Austin Hays OF, Orioles (Yahoo: 18 percent rostered)

Hays is saving his best production for the stretch run. That’s the sort of things fantasy mangers will remember going into next season. The 26-year-old is currently riding a 15-games hitting streak during which he’s slashing .357/.390/.643 with nine extra-base hits (including three homers), 13 RBI, and 11 runs scored. He boosted his OPS from .688 to .737 along the way. He loves the home cooking this season, posting an .823 OPS at Camden Yards compared to a .665 OPS on the road, so this is a good time to get on board with the Orioles in the middle of a long homestead. Including Thursday, they have eight straight games at home. Hays is hitting the ball harder than ever and has a regular spot in the middle of the O’s lineup. Ride that hot hand.

Andrew Chafin RP, Athletics (Yahoo: 18 percent rostered)
Sergio Romo RP, Athletics (Yahoo: 4 percent rostered)

With Lou Trivino allowed 13 runs in 3 2/3 innings over his last five appearances, the A’s closer job is wide open. The right-handed Romo has notched two saves over the past two weeks while the left-handed Chafin has one during that time. Normally you’d speculate that Romo would have the edge because of handedness, but Chafin has been awesome against right-handed batters and left-handed batters alike this season. If you want to protect ratios and have a chance to pick up saves, Chafin should be your guy, but both are decent speculative plays at the moment.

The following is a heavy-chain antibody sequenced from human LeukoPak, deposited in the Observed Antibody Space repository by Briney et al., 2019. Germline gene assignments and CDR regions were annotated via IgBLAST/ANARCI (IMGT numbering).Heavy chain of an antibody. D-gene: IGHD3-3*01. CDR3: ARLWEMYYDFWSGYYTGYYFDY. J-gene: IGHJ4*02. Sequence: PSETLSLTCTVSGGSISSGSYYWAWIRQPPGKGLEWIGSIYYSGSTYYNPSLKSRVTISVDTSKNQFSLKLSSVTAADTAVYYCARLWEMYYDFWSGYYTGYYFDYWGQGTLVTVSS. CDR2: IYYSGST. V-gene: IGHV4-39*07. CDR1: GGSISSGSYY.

Andres Gimenez 2B/3B/SS, Indians (Yahoo: 19 percent rostered)

Gimenez has hit just .239 with a .619 OPS in 22 games since returning from the minors about a month ago, but he’s 6-for-6 in stolen bases during that time, which makes him 18-for-19 through 99 major league games. He’s also hit safely in five out of his six starts this month, even getting a chance out of the leadoff spot on Wednesday. The speed is the main draw here, but the multi-position eligibility certainly increases his relevance in deeper mixed formats as plug-and-play bench depth.